Community publisher killed

11 May 2005

The publisher of a community-based weekly in a province north of Manila became the fourth Filipino journalist assassinated this year, the Manila-based Center for Media Freedom and Responsibility (CMFR) reports.

On 10 May, Philip Agustin, publisher-editor Starline Times Recorder was gunned down in Dingalan town, Aurora province. CMFR, a founding member of the Southeast Asian Press Alliance (SEAPA), is investigating the circumstances and possible motives behind the killing, focusing on allegations that the assassination was related to the victim’s journalism.

Agustin was killed inside his daughter’s house in Paltic village. He suffered a single gunshot wound in the head, the news website reported. The report added that a .45-caliber gun was used in the killing. Agustin died at the municipal hospital less than an hour after his shooting.

In an interview with CMFR, town councilor Valentino Lapuz said the murder took place after Agustin reprinted a special edition of his paper which carried a story about alleged missing funds of the municipal government, and which put the local mayor, Jaime Ylarde, in a bad light. The special edition was expected be distributed on 11 May.

In November and December last year, Aurora suffered massive landslides caused by typhoons, displacing more than a thousand families and causing massive damages to property.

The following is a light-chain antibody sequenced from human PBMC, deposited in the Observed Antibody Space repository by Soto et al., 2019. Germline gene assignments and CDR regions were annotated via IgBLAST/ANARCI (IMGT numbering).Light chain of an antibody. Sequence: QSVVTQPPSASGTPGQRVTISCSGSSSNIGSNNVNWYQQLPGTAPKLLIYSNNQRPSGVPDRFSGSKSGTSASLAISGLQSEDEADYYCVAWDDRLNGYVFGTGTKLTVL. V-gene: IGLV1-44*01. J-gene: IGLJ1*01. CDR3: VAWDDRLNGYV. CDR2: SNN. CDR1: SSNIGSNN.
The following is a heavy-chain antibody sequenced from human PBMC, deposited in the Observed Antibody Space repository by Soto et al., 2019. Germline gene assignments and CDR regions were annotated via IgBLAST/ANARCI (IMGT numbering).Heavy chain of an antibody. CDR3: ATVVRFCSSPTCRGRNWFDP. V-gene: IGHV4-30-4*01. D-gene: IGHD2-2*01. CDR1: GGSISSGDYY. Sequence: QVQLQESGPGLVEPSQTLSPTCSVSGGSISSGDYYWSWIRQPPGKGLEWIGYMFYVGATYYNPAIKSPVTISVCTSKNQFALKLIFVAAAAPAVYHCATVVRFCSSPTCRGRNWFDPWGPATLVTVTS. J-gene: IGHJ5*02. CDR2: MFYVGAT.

Lapuz told CMFR that he and Agustin, who lost the mayoralty race in 1998, were planning to file graft charges against Ylarde.

Ylarde, on the other hand, denied any involvement in the killing. He told CMFR in Filipino: “Reports linking me to Agustin’s killing make me laugh. I don’t have anything to do with it. I was even surprised when someone from a TV station called and asked me on the killing.”

Ylarde, however, branded Agustin’s attacks against him as “politically-motivated.”

“I was supposed to file a libel case against him because of the articles they had been writing about me. Their stories were too brutal,” he told CMFR. He described Agustin’s stories as “malicious” and “libelous” and added that he was unaware that Agustin’s paper existed until recently. Ylarde said that he ordered the local police to do a thorough investigation of the killing.

Agustin’s killing happened almost a week after the 4 May slay of Klein Cantoneros, a radio broadcaster in Dipolog City, southern Philippines.

The 54-year-old Agustin was the fourth journalist killed in the Philippines since the start of 2005.  The New York-based organization Committee to Protect Journalists (CPJ) recently identified the Philippines as the “most murderous” country for journalists, edging out countries like war-torn Iraq and Colombia, where reporting on drugs, militias, and local corruption put reporters at great risk. Another international organization for press freedom, the Paris-based Reporters Sans Frontieres (Reporters Without Borders/RSF) called on the United Nations to send a team to the Philippines to investigate the killings.

Leave a Reply

This site uses Akismet to reduce spam. Learn how your comment data is processed.

x Logo: Shield Security
This Site Is Protected By
Shield Security